Oil prices hit a new annual high as Saudi Arabia and Russia, the world’s largest oil exporters, announced an extension of production cuts. Brent crude, the global benchmark, rose 1.8 percent and traded above ninety dollars per barrel, while the U.S. benchmark, West Texas Intermediate (WTI), increased by a similar amount to eighty-seven dollars per barrel.
Saudi Arabia’s decision to extend a production cut of one million barrels per day until the end of December with monthly reviews for possible deeper cuts or production increases, marks one of the largest production cuts in recent years. This move complements a previously announced reduction, effective since July and set to continue until December 2024.
Saudi Arabia’s extended oil production cuts may strain relations with the White House, given criticism of their collaboration with Russia despite the Ukraine situation, Financial Times reports.
The Biden administration aims to keep fuel prices in check for the upcoming presidential election, during which inflation and fuel costs could become Republican talking points. Industry insiders are concerned Putin may manipulate oil supplies to influence the election, as suggested by potential candidates such as Donald Trump.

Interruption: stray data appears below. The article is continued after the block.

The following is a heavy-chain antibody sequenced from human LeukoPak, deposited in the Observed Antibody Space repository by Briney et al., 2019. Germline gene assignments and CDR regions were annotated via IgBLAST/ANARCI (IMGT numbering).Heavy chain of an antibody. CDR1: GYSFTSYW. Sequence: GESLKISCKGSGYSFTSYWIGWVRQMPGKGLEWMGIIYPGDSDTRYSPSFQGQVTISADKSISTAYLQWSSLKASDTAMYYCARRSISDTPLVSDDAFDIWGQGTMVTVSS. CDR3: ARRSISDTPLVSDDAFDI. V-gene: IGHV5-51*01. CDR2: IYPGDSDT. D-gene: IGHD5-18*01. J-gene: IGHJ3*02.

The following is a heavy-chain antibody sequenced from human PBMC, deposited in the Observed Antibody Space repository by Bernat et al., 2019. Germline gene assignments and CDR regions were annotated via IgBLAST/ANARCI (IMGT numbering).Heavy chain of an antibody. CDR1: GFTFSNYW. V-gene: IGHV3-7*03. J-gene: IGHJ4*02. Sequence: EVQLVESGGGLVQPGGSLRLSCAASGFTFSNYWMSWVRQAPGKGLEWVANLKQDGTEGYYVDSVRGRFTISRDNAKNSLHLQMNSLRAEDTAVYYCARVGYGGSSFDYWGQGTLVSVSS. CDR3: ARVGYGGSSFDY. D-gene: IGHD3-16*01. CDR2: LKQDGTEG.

Saudi Arabia’s ties with Trump, their desire for higher oil prices for economic reforms, and their energy minister’s assertive stance on oil policy are also factors.
Meanwhile, Deputy Prime Minister of Russia Alexander Novak announced the extension of an additional reduction in production by three hundred thousand barrels per day until the end of 2023. This decision was made to stabilize the situation on the Russian market and support its financial commitments amid ongoing military invasion in Ukraine. According to Novak, the reduction will be reviewed monthly.
In February 2023, Novak announced that Russia would voluntarily cut oil production in March by five hundred thousand barrels per day. This step was intended to help restore market relations in the face of sanctions.
The production cuts by OPEC+ countries, responsible for forty percent of global crude oil production, have contributed to rising oil prices in recent months, potentially impacting inflation and interest rates. Average gasoline prices in the U.S. have also reached 3.81 dollars per gallon, a few cents higher than the previous year.
Previous Jump in Oil Prices
As it was reported in April, oil prices surged by up to six percent following an announcement that Saudi Arabia, Russia, Iraq, and other OPEC+ members would cut production by up to 1.15 million barrels per day from May to the end of 2023.
These cuts had immediate impacts, driving up crude oil prices and likely leading to higher gasoline costs globally. The rise in oil prices posed challenges for central banks, such as the US Federal Reserve, in combating inflation.